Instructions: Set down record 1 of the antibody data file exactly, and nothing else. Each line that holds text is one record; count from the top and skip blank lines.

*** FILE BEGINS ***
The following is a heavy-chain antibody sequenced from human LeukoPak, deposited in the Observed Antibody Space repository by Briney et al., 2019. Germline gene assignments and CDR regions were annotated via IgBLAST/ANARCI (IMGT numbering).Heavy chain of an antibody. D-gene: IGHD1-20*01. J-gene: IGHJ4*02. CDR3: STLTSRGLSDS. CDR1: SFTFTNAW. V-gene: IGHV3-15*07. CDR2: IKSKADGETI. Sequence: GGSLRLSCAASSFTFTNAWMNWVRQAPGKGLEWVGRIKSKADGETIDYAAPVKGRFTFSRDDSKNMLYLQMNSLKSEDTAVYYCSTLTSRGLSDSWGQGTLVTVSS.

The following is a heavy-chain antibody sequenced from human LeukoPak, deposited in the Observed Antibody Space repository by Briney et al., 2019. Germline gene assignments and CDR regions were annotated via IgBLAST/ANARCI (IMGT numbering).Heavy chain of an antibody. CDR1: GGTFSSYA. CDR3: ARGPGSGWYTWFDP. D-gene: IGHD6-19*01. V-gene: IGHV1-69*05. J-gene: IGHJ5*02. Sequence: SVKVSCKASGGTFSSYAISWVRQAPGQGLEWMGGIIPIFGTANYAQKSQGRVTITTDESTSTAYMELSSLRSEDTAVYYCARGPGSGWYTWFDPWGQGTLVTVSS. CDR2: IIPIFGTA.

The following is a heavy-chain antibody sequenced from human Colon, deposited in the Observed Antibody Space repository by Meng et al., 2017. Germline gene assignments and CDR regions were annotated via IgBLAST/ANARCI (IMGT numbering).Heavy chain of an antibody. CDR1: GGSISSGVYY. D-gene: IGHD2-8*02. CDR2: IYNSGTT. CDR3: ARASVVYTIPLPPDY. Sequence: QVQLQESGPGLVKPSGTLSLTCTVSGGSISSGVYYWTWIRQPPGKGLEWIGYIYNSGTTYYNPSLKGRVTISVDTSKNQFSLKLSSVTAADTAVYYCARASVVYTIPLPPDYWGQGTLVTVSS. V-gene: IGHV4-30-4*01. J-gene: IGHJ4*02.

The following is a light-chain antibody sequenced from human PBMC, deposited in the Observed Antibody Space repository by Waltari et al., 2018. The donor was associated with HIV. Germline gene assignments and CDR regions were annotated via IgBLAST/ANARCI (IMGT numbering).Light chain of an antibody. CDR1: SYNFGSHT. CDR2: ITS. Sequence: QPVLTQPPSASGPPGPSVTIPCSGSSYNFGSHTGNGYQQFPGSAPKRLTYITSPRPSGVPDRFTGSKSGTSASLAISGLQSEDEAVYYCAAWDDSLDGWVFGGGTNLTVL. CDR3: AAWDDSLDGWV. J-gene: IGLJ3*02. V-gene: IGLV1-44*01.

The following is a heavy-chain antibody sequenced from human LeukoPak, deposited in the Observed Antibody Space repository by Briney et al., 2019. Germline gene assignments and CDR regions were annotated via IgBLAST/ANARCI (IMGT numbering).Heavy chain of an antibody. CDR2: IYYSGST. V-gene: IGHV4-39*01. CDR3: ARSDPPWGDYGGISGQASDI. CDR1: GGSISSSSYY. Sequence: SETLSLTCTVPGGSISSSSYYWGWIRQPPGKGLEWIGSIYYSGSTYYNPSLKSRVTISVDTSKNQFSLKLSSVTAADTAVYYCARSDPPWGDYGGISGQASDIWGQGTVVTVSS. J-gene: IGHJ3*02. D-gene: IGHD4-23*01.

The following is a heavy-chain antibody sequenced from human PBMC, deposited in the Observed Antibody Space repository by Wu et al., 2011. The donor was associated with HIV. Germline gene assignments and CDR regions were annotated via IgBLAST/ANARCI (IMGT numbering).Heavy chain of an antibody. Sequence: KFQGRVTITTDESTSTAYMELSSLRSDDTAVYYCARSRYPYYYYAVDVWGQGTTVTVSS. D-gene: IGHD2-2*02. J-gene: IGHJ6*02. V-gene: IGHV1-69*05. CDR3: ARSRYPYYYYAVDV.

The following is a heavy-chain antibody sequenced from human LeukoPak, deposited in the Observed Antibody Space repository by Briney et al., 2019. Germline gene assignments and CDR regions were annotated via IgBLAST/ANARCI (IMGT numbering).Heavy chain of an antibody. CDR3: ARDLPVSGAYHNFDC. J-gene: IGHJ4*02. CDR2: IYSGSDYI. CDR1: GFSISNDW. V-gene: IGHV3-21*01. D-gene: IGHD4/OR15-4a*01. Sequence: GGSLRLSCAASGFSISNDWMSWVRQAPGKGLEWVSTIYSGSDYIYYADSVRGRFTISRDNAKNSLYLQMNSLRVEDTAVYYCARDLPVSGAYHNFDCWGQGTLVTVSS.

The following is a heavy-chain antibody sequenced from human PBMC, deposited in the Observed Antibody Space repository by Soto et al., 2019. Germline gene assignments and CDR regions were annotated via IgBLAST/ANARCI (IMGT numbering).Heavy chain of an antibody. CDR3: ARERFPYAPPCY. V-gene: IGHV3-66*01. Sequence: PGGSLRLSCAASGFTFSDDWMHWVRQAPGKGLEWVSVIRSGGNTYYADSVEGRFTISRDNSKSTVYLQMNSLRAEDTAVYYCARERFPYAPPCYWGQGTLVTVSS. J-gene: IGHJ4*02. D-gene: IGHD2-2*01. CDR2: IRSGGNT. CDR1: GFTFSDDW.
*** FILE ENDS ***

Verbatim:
The following is a heavy-chain antibody sequenced from human LeukoPak, deposited in the Observed Antibody Space repository by Briney et al., 2019. Germline gene assignments and CDR regions were annotated via IgBLAST/ANARCI (IMGT numbering).Heavy chain of an antibody. D-gene: IGHD1-20*01. J-gene: IGHJ4*02. CDR3: STLTSRGLSDS. CDR1: SFTFTNAW. V-gene: IGHV3-15*07. CDR2: IKSKADGETI. Sequence: GGSLRLSCAASSFTFTNAWMNWVRQAPGKGLEWVGRIKSKADGETIDYAAPVKGRFTFSRDDSKNMLYLQMNSLKSEDTAVYYCSTLTSRGLSDSWGQGTLVTVSS.